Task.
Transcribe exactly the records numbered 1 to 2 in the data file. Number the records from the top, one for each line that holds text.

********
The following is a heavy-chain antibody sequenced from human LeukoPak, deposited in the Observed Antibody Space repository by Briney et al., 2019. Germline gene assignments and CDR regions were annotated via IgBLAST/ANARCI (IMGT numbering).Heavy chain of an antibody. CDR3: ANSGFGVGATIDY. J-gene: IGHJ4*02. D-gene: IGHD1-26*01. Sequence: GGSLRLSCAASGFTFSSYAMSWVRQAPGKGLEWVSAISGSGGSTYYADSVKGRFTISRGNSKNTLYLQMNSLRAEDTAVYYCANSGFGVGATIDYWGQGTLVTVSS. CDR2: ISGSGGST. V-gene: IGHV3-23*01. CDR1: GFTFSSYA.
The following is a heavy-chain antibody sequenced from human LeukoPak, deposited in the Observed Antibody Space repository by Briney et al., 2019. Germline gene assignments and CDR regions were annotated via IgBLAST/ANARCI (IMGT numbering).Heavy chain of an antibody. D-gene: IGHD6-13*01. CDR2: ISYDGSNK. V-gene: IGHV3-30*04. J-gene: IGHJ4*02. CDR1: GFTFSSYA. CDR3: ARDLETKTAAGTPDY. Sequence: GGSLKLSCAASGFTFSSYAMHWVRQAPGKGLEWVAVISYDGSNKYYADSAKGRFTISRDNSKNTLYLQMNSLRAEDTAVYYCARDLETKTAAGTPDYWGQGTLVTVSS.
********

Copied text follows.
The following is a heavy-chain antibody sequenced from human LeukoPak, deposited in the Observed Antibody Space repository by Briney et al., 2019. Germline gene assignments and CDR regions were annotated via IgBLAST/ANARCI (IMGT numbering).Heavy chain of an antibody. CDR3: ANSGFGVGATIDY. J-gene: IGHJ4*02. D-gene: IGHD1-26*01. Sequence: GGSLRLSCAASGFTFSSYAMSWVRQAPGKGLEWVSAISGSGGSTYYADSVKGRFTISRGNSKNTLYLQMNSLRAEDTAVYYCANSGFGVGATIDYWGQGTLVTVSS. CDR2: ISGSGGST. V-gene: IGHV3-23*01. CDR1: GFTFSSYA.
The following is a heavy-chain antibody sequenced from human LeukoPak, deposited in the Observed Antibody Space repository by Briney et al., 2019. Germline gene assignments and CDR regions were annotated via IgBLAST/ANARCI (IMGT numbering).Heavy chain of an antibody. D-gene: IGHD6-13*01. CDR2: ISYDGSNK. V-gene: IGHV3-30*04. J-gene: IGHJ4*02. CDR1: GFTFSSYA. CDR3: ARDLETKTAAGTPDY. Sequence: GGSLKLSCAASGFTFSSYAMHWVRQAPGKGLEWVAVISYDGSNKYYADSAKGRFTISRDNSKNTLYLQMNSLRAEDTAVYYCARDLETKTAAGTPDYWGQGTLVTVSS.